a large tree stands over an old fashioned cannon with mist in the background
(Image credit: Michael Knox)

It is easy to forget our nation’s violent beginnings. Since the earliest of these occurred over two centuries ago, the human witnesses that could remind us of the tragedies of war have passed. However, some living beings still exist that bear witness to these battles: the trees. Witness trees are those trees, living today, that were alive during dramatic events in our nation’s past. 

Witness Tree Meaning

Witness trees are trees that were in place as noteworthy events occurred around them. Sadly, these events in the history of the United States are largely without exception tragic ones, important or particularly bloody battles that saw many soldiers die.

The trees were usually young at the time of the battles, and stand now as mature, silent guardians of the memories they absorbed. They are meaningful to many people touched by the losses, so much so that in 2006 the National Park Service created the Witness Tree Protection Program.

Witness Tree Protection Program

The Witness Tree Protection Program safeguards important trees in the greater Washington, D.C. area. Many of these trees were battleground witnesses. The protected trees include numerous Civil War witness trees. To be a Witness Tree of the American Civil War these trees must be over 150 years old.

Some are well-known and famous, such as the Antietam witness tree. This American Sycamore was a sapling during the bloodiest battle in the Civil War, and still stands today next to Burnside’s Bridge.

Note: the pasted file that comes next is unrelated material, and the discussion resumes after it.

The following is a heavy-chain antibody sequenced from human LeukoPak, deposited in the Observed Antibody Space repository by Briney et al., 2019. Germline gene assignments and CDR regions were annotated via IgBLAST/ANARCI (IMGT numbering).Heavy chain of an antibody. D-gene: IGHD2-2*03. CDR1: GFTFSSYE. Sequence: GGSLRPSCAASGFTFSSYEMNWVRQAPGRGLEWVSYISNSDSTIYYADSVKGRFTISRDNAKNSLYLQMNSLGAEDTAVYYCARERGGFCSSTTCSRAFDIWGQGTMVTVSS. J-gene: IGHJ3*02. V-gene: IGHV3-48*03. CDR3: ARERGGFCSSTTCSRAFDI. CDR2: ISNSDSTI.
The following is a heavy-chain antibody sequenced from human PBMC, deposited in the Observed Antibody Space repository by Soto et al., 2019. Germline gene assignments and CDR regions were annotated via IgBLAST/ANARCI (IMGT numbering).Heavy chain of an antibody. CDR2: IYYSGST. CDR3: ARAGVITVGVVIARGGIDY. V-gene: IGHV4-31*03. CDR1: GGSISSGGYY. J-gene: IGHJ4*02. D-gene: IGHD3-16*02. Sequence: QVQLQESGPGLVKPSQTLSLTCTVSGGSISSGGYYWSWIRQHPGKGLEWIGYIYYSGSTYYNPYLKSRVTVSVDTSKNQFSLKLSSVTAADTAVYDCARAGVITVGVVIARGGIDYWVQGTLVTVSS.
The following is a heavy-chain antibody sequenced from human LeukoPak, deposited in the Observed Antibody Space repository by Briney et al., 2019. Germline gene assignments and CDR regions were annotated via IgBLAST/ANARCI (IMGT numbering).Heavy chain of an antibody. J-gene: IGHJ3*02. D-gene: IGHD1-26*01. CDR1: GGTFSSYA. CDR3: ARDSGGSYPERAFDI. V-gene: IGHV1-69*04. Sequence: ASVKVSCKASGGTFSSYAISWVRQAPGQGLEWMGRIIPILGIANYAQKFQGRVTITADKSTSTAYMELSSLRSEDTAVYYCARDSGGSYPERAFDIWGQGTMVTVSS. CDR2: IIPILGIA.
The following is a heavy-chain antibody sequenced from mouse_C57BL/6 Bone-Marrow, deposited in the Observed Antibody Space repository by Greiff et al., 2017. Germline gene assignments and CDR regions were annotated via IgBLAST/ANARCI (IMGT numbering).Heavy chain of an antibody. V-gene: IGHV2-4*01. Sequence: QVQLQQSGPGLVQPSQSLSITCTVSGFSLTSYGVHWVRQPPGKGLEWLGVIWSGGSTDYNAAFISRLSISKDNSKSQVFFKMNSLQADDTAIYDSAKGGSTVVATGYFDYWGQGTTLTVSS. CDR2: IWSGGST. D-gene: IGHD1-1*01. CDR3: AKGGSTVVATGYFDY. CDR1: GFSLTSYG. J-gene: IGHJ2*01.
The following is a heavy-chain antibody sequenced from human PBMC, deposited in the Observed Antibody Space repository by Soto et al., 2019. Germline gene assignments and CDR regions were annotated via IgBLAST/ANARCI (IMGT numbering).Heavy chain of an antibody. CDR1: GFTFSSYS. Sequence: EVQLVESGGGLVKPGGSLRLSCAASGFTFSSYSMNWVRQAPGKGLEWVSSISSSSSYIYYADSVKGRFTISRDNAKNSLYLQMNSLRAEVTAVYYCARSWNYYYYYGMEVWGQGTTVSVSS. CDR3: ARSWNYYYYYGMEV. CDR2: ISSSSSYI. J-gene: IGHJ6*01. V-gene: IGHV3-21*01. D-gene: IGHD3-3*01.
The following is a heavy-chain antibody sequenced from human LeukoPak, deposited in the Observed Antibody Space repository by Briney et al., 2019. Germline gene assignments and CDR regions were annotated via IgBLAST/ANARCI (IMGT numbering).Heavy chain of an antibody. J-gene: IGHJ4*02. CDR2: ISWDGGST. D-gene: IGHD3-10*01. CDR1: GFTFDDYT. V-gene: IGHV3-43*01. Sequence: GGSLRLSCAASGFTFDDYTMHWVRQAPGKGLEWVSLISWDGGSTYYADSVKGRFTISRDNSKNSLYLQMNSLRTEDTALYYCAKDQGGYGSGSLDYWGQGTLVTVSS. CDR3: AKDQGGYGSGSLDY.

Gettysburg Witness Trees

The area around Gerrysburg contains many witness trees. In fact, no one knows the exact number of witness trees here, and some are discovered only after the tree has fallen. For example, after an old oak tree fell in 2011, bullets from the war were found lodged inside the trunk. 

Another famed witness tree is a black walnut tree that grew in the middle of the field that was at the center of the most pivotal moment in the war, Pickett's Charge. The rebels began the charge from under that tree, that still stands today, and its lost neighbors.

Confirmed witness trees are precious and visiting them can be an emotional experience. The trees lived through trauma and survived. Many travelers go out of their way to visit these trees and remember the histories they were part of. While some trees can live centuries, these witnesses are ephemeral, since nobody can say how much longer they may survive. 

Teo Spengler

Teo Spengler has been gardening for 30 years. She is a docent at the San Francisco Botanical Garden. Her passion is trees, 250 of which she has planted on her land in France.